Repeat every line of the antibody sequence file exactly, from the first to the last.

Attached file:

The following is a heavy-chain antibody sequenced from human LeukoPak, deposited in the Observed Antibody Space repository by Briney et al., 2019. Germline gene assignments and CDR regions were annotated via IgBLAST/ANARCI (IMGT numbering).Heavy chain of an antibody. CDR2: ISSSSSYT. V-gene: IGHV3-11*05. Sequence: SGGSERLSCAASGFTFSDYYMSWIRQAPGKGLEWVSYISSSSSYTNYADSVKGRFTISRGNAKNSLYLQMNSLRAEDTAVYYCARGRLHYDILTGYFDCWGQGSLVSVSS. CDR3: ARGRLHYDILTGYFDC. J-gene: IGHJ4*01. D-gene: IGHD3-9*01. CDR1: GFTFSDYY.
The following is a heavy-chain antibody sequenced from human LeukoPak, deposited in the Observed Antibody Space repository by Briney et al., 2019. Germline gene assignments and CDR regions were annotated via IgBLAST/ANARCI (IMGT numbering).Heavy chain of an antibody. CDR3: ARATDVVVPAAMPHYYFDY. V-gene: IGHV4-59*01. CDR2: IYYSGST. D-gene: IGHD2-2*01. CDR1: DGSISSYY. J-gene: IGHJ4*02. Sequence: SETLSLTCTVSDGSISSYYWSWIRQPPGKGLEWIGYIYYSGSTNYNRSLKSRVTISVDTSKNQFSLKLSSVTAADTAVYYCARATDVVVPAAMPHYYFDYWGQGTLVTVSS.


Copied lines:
The following is a heavy-chain antibody sequenced from human LeukoPak, deposited in the Observed Antibody Space repository by Briney et al., 2019. Germline gene assignments and CDR regions were annotated via IgBLAST/ANARCI (IMGT numbering).Heavy chain of an antibody. CDR2: ISSSSSYT. V-gene: IGHV3-11*05. Sequence: SGGSERLSCAASGFTFSDYYMSWIRQAPGKGLEWVSYISSSSSYTNYADSVKGRFTISRGNAKNSLYLQMNSLRAEDTAVYYCARGRLHYDILTGYFDCWGQGSLVSVSS. CDR3: ARGRLHYDILTGYFDC. J-gene: IGHJ4*01. D-gene: IGHD3-9*01. CDR1: GFTFSDYY.
The following is a heavy-chain antibody sequenced from human LeukoPak, deposited in the Observed Antibody Space repository by Briney et al., 2019. Germline gene assignments and CDR regions were annotated via IgBLAST/ANARCI (IMGT numbering).Heavy chain of an antibody. CDR3: ARATDVVVPAAMPHYYFDY. V-gene: IGHV4-59*01. CDR2: IYYSGST. D-gene: IGHD2-2*01. CDR1: DGSISSYY. J-gene: IGHJ4*02. Sequence: SETLSLTCTVSDGSISSYYWSWIRQPPGKGLEWIGYIYYSGSTNYNRSLKSRVTISVDTSKNQFSLKLSSVTAADTAVYYCARATDVVVPAAMPHYYFDYWGQGTLVTVSS.